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The origins of the field of infectious diseases are humble. The notion that communicable diseases were due to a miasma (“bad air”) can be traced back to at least the mid-sixteenth century. Not until the work of Louis Pasteur and Robert Koch in the late nineteenth century was there credible evidence supporting the germ theory of disease—i.e., that microorganisms are the direct cause of infections. In contrast to this relatively slow start, the twentieth century saw remarkable advances in the field of infectious diseases, and the etiologic agents of numerous infectious diseases were soon identified. Furthermore, the discovery of antibiotics and the advent of vaccines against some of the most deadly and debilitating infections greatly altered the landscape of human health. Indeed, the twentieth century saw the elimination of smallpox, one of the great scourges in the history of humanity. These remarkable successes prompted noted scholar Aidan Cockburn to write in a 1963 publication entitled The Evolution and Eradication of Infectious Diseases: “It seems reasonable to anticipate that within some measurable time … all the major infections will have disappeared.” Professor Cockburn was not alone in this view. Robert Petersdorf, a renowned infectious disease expert and former editor of this textbook, wrote in 1978 that “even with my great personal loyalties to infectious diseases, I cannot conceive a need for 309 more [graduating trainees in infectious diseases] unless they spend their time culturing each other.” Given the enormous growth of interest in the microbiome in the past 5 years, Dr. Petersdorf’s statement might have been ironically clairvoyant, although he could have had no idea what was in store for humanity, with an onslaught of new, emerging, and re-emerging infectious diseases.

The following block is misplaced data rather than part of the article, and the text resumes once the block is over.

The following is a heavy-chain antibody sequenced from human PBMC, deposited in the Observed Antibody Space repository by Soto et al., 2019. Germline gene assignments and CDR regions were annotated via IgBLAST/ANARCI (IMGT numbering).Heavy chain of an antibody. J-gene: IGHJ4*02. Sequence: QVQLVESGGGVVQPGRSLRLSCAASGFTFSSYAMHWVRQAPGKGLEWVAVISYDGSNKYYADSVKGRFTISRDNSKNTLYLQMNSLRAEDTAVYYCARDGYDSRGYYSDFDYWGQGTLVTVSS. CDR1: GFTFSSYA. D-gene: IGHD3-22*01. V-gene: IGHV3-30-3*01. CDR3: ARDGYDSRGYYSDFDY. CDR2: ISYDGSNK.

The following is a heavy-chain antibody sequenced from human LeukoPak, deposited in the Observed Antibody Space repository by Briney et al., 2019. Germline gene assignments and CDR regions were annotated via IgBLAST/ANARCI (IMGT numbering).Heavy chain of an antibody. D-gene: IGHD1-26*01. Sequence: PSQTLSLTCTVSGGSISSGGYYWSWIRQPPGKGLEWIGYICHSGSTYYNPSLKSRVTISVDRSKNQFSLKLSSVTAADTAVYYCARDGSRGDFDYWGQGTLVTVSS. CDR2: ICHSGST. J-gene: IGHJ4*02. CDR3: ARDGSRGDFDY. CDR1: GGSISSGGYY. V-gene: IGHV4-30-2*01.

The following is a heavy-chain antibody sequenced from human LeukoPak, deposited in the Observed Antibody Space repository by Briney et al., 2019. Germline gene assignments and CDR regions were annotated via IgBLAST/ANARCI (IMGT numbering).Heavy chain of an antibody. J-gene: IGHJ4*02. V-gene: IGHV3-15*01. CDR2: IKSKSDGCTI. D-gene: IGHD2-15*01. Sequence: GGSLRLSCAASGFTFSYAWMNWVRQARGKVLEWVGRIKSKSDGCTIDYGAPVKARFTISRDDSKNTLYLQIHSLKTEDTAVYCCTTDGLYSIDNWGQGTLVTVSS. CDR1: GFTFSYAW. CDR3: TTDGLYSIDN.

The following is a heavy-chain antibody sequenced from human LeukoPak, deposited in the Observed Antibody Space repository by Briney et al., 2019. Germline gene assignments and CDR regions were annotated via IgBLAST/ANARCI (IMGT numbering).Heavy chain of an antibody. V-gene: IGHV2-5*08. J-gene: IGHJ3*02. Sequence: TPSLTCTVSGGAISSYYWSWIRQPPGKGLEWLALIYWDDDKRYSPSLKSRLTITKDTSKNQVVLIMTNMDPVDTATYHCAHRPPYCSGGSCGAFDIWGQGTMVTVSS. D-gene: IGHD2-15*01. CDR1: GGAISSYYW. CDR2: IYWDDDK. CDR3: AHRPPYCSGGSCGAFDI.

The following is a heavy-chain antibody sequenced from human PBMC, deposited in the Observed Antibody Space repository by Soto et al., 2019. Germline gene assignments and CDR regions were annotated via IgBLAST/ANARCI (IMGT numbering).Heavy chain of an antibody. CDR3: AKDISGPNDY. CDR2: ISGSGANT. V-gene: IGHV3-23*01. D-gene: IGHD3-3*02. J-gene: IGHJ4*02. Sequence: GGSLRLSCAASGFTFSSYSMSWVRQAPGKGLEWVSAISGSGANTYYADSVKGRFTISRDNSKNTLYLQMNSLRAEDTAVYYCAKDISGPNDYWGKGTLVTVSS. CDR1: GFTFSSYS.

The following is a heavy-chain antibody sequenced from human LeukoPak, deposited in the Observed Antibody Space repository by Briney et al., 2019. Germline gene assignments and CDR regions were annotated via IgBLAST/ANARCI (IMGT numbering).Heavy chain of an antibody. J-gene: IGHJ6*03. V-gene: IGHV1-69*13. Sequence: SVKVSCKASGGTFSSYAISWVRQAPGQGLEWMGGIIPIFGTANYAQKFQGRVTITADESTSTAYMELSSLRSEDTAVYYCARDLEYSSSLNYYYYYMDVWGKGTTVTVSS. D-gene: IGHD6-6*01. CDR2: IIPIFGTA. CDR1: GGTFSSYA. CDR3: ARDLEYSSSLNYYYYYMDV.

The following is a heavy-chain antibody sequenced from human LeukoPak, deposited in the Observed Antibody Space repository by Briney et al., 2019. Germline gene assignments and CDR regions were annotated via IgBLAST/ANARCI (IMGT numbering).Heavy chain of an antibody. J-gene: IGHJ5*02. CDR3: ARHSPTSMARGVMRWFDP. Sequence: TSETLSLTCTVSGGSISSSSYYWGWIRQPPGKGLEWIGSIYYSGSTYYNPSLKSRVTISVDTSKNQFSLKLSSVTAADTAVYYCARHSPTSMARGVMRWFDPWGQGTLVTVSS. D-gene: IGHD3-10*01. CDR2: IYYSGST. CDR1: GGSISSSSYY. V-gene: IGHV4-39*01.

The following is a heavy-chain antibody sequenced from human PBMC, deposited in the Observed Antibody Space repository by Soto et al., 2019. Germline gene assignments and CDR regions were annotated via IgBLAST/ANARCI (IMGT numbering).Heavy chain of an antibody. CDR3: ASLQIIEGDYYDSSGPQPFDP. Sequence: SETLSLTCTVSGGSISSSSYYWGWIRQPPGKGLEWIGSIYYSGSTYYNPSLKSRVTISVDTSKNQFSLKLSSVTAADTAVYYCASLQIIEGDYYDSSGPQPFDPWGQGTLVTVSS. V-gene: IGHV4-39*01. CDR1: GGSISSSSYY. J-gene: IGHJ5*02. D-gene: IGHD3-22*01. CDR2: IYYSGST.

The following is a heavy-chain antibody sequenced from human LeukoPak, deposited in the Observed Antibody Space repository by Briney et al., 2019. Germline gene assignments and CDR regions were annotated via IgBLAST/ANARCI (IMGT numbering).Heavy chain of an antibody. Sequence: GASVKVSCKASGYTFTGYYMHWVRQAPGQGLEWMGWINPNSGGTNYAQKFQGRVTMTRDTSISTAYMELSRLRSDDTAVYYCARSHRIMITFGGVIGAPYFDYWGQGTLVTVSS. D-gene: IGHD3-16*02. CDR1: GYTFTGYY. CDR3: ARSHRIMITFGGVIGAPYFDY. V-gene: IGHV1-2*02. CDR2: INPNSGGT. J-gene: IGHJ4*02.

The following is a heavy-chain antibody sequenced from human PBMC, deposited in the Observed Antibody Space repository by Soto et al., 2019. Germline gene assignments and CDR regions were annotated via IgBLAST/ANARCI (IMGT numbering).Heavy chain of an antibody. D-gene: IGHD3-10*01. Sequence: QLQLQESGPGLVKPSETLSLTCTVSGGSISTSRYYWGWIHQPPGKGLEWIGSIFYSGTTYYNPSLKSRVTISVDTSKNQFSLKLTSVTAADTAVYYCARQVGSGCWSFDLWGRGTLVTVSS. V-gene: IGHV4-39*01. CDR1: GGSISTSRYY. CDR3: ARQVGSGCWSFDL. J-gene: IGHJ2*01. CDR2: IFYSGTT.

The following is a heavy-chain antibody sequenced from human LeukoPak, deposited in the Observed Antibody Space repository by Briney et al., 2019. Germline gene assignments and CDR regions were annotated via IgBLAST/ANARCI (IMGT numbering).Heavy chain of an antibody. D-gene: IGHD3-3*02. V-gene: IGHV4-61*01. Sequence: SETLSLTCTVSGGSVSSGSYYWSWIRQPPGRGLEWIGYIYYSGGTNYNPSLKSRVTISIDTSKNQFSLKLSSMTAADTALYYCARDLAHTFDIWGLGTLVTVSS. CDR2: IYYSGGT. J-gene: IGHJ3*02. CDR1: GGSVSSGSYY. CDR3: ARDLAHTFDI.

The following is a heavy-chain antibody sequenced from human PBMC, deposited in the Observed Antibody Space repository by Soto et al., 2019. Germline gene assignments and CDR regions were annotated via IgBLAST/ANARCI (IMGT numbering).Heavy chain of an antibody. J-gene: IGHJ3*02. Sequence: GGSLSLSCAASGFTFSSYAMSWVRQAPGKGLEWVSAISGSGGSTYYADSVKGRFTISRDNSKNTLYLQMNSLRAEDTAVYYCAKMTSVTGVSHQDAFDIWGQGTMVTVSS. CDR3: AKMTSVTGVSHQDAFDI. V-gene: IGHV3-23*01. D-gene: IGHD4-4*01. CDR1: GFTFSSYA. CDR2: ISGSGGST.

Clearly, even with all the advances of the twentieth century, infectious diseases continue to represent a formidable challenge for patients and physicians alike. Furthermore, during the latter half of the century, several chronic diseases were demonstrated to be directly or indirectly caused by infectious microbes; perhaps the most notable examples are the associations of Helicobacter pylori with peptic ulcer disease and gastric carcinoma, human papillomavirus with cervical cancer, and hepatitis B and C viruses with liver cancer. In fact, ∼16% of all malignancies are now known to be associated with an infectious cause. In addition, numerous emerging and re-emerging infectious diseases continue to have a dire impact on global health: HIV/AIDS, pandemic influenza, and severe acute respiratory syndrome (SARS) are but a few examples. The fear of weaponizing pathogens for bioterrorism is ever present and poses a potentially enormous threat to public health. Moreover, escalating antimicrobial resistance in clinically relevant microbes (e.g., Mycobacterium tuberculosis, Staphylococcus aureus, Streptococcus pneumoniae, Plasmodium species, and HIV) signifies that the administration of antimicrobial agents—once thought to be a panacea—requires appropriate stewardship. For all these reasons, infectious diseases continue to exert grim effects on individual patients as well as on international public health. Even with all the successes of the ...

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